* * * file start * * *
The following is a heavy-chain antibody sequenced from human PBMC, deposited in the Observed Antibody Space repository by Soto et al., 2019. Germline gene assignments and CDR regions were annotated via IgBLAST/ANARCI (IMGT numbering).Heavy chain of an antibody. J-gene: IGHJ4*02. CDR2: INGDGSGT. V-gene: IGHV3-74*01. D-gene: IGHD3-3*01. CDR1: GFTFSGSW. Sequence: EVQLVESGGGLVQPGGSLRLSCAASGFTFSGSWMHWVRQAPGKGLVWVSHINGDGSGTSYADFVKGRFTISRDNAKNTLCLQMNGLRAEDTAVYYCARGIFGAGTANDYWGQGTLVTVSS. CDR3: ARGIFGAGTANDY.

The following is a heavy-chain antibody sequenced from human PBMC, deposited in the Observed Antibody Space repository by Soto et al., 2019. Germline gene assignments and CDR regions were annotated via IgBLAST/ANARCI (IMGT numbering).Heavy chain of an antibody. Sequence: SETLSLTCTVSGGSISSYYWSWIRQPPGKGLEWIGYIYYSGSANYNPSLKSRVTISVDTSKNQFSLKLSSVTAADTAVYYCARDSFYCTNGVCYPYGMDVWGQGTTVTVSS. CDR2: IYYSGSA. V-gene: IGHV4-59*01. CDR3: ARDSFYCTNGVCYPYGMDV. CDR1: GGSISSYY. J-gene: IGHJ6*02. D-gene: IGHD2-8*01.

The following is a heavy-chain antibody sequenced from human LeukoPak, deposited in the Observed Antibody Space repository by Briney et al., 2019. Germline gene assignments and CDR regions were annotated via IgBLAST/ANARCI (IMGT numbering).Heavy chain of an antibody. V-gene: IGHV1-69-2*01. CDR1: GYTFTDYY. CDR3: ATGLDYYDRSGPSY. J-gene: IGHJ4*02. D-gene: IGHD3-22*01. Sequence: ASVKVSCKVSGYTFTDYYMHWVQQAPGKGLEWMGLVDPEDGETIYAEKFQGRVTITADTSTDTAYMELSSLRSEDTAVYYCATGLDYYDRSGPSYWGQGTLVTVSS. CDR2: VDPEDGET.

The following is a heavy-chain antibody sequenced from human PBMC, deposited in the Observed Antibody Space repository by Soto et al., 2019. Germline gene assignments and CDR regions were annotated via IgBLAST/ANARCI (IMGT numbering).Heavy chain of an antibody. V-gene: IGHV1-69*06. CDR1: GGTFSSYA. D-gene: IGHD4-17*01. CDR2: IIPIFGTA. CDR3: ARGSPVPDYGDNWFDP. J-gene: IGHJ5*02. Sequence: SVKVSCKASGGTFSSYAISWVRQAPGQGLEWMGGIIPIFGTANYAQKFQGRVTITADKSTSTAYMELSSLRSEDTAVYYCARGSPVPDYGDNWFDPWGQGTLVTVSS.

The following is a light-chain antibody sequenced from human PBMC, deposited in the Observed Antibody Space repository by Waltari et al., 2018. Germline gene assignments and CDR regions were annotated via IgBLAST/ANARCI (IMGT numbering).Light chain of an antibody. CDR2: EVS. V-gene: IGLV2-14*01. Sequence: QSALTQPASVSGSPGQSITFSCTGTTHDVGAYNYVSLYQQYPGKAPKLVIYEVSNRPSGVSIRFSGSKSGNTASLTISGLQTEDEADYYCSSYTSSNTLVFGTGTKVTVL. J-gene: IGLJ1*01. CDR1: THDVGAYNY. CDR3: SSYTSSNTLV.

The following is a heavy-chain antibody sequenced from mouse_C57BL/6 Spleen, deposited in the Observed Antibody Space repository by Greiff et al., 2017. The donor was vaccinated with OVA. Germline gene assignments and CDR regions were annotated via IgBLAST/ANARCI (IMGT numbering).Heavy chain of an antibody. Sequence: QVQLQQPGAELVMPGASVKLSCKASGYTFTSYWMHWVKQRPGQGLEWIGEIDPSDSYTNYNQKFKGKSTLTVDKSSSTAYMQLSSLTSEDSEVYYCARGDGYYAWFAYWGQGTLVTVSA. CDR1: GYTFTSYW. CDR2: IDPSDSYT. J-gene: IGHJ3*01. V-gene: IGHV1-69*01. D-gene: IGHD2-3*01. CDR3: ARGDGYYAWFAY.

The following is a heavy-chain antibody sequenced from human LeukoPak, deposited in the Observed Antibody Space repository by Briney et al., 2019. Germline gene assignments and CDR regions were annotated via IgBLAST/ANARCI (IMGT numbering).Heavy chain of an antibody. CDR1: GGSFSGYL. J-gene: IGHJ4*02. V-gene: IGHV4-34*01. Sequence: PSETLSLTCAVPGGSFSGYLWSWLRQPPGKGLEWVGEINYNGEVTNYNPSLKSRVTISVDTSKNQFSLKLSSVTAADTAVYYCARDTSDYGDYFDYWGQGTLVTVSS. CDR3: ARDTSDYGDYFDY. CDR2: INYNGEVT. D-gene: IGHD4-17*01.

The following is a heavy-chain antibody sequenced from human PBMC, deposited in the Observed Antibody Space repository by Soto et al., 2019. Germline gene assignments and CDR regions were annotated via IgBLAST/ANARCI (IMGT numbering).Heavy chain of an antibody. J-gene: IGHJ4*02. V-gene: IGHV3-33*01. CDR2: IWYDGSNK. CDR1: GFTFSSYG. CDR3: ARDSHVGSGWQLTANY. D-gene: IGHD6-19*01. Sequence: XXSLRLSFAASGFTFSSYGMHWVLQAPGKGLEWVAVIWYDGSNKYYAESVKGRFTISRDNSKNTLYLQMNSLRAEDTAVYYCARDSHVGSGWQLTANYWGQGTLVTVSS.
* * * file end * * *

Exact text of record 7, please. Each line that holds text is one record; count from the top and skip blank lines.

The following is a heavy-chain antibody sequenced from human LeukoPak, deposited in the Observed Antibody Space repository by Briney et al., 2019. Germline gene assignments and CDR regions were annotated via IgBLAST/ANARCI (IMGT numbering).Heavy chain of an antibody. CDR1: GGSFSGYL. J-gene: IGHJ4*02. V-gene: IGHV4-34*01. Sequence: PSETLSLTCAVPGGSFSGYLWSWLRQPPGKGLEWVGEINYNGEVTNYNPSLKSRVTISVDTSKNQFSLKLSSVTAADTAVYYCARDTSDYGDYFDYWGQGTLVTVSS. CDR3: ARDTSDYGDYFDY. CDR2: INYNGEVT. D-gene: IGHD4-17*01.